With a doctorate in philosophy and religion from an American university he headed New Zealand's leading technical tertiary institution for 20 years. He taught ethics here and overseas, has been chaplain at the University of Auckland, a peace movement activist, and Labour Party candidate and, more recently, a member of the Business Roundtable-inspired Education Forum.
It is widely accepted that AUT owes far more to the vision and leadership skills of one man than is usually the case. In an era when tenure at the top of tertiary institutions is often short and troubled, John Hinchcliff has led the Auckland Technical Institute (ATI) to enhanced status as the Auckland Institute of Technology (AIT) and then on the long, bruising road to university status.
And he has done so quoting philosophers from Aristotle to Kant, Nietzsche and beyond, rather than roll projections and building plans. Moreover, John Hinchcliff has consciously developed a leadership style with many elements other CEOs could study to their and their companies' advantage.
AUT with its 25,000 students, 1500 staff and annual turnover of almost $200 million is big business in anybody's terms, but 'Dr John', as he is affectionately known, has run the burgeoning organisation in his own, quite singular way.
Hinchcliff believes there is no simple solution to successful leadership or management of an organisation or company.
In his 1997 book Values Integrating Education he did not mince words about "those dreaded TLAs or 'Three Letter Acronyms' with which scholars, gurus and consultants have regaled us, seeking to earn their fame and fortune by cajoling us into swallowing their expensive elixir in return for the promise of managerial Nirvana". It is a long list including LRP, ZBB, TQM and MCI.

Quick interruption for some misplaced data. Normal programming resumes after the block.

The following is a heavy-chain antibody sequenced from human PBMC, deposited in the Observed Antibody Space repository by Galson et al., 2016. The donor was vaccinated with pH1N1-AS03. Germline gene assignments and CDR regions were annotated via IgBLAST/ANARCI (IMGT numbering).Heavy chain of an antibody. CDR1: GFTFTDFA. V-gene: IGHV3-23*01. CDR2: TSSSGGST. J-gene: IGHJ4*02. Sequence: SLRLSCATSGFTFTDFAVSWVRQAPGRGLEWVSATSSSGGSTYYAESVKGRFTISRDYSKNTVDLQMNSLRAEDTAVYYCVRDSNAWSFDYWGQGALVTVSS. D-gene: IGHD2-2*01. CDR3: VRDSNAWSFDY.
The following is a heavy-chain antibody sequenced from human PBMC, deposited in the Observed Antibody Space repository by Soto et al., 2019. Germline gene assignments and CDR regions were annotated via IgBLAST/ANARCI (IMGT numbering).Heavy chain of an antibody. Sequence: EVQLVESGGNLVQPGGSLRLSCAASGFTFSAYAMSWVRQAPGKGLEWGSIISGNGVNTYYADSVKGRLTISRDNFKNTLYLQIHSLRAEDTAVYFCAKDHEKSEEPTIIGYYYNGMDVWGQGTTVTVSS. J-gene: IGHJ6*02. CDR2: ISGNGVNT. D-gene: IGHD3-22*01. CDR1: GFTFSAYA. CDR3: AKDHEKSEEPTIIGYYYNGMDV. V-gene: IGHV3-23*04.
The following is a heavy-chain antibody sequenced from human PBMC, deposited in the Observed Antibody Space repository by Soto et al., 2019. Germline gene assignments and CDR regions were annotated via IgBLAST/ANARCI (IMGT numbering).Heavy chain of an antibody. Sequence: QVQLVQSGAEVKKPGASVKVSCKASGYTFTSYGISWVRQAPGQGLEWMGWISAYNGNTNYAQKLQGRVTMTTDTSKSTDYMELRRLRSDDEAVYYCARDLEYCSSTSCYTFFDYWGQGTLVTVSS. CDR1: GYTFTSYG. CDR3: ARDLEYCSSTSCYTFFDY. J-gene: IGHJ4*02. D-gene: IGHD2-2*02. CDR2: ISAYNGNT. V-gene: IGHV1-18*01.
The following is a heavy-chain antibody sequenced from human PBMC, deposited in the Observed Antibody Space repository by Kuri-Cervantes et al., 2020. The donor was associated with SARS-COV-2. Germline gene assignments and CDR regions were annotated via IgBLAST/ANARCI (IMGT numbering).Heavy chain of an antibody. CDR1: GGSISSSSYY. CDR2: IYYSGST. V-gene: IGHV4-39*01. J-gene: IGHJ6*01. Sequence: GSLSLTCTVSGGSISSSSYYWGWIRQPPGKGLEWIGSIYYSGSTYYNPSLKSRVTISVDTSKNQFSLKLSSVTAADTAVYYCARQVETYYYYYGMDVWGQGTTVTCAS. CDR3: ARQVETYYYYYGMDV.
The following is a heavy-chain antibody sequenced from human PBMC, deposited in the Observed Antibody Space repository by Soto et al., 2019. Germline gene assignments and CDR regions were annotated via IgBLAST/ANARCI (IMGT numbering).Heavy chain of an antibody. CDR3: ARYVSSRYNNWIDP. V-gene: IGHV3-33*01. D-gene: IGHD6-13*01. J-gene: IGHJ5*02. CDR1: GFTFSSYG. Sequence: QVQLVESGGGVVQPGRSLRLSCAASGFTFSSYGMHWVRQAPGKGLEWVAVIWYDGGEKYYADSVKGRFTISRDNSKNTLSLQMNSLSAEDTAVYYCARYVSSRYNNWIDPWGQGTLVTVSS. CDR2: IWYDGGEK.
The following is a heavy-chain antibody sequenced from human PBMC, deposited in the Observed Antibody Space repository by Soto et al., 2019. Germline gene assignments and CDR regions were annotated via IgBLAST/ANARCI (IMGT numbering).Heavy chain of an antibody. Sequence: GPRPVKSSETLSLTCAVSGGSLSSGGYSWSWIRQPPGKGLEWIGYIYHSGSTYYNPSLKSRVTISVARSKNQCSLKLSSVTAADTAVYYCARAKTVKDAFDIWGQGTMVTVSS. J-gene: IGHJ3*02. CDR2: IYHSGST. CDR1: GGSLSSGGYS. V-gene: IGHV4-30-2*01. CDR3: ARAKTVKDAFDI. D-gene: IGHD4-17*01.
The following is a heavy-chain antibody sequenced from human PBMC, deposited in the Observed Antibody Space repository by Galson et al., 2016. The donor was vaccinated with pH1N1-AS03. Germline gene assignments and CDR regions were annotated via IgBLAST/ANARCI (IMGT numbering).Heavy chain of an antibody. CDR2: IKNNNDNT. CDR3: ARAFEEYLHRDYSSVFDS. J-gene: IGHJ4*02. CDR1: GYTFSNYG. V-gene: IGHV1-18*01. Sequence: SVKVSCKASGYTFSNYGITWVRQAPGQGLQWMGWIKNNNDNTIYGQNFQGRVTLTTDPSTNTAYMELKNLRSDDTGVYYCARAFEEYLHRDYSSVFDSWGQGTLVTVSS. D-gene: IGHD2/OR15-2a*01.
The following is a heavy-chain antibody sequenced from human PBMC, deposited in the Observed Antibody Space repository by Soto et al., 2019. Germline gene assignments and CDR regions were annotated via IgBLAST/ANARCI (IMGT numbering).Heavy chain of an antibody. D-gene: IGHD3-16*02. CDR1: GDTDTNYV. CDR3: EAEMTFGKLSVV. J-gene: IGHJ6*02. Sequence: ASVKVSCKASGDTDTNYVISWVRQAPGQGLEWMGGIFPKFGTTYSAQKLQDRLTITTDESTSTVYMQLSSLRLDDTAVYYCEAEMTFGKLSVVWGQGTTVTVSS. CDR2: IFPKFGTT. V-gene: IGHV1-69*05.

"These are all useful ideas in a limited sense, but it's been endemic through the western world that if you follow this or that formula you'll succeed." It's based on the belief, Hinchcliff says, that you can follow clear and distinct ideas, in a lineal progression to rational conclusions.
"But, of course, life in or out of an organisation isn't like that," he says. "The chaos theory is much closer to the mark: whenever you make a decision there is a cascading series of effects which can go in different directions and you can never be quite sure of outcomes."
This necessitates a flexibility of thinking, and an ability to make quick changes, that too few organisations are equipped to do. "Leadership is both complex and context-dependent, and the context in which business is conducted is constantly changing," he says. "Chaos theory says that life is different and unusual and that people who are free to ride the next Wave, the new tsunami, the new challenge that comes along will succeed best in the long run." If a CEO is strongly aligned to a particular management approach and all your senior staff have the same mindset, like ducks in a row, and the context changes slightly, as it's bound to do, then there can be problems in coping with change."
There is a perception that strength is a CEO virtue. The CEO who is strong, has all the answers, and can reduce everything to simple slogans has been an admired model, John Hinchcliff has a different view:
"The more powerful you are as a leader the more power you can give away."
It is a fundamental Hinchcliff belief that leadership involves an amalgam of skills that, by definition, it is almost impossible for any individual to exhibit with equal ability. Discuss leadership with John Hinchcliff and he ticks off four vital aspects: administrative ability, political flair, personal skills, and the philosophical dimension. "Administratively, there's the need to operate efficiently, balance the books, approach everything logically; politically, it's important to be able to advocate strongly outside for your organisation and retain a …